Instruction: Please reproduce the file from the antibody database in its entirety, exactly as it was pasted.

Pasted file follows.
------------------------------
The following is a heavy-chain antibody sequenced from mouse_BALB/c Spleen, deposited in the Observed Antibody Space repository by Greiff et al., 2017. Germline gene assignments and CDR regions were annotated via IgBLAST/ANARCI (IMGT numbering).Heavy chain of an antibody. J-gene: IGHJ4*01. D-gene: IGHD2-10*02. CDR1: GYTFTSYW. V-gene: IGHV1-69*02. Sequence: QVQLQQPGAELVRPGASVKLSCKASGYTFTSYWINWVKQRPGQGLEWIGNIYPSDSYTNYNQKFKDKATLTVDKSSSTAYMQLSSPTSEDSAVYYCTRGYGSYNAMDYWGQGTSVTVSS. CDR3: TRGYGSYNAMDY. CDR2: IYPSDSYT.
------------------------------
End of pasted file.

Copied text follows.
The following is a heavy-chain antibody sequenced from mouse_BALB/c Spleen, deposited in the Observed Antibody Space repository by Greiff et al., 2017. Germline gene assignments and CDR regions were annotated via IgBLAST/ANARCI (IMGT numbering).Heavy chain of an antibody. J-gene: IGHJ4*01. D-gene: IGHD2-10*02. CDR1: GYTFTSYW. V-gene: IGHV1-69*02. Sequence: QVQLQQPGAELVRPGASVKLSCKASGYTFTSYWINWVKQRPGQGLEWIGNIYPSDSYTNYNQKFKDKATLTVDKSSSTAYMQLSSPTSEDSAVYYCTRGYGSYNAMDYWGQGTSVTVSS. CDR3: TRGYGSYNAMDY. CDR2: IYPSDSYT.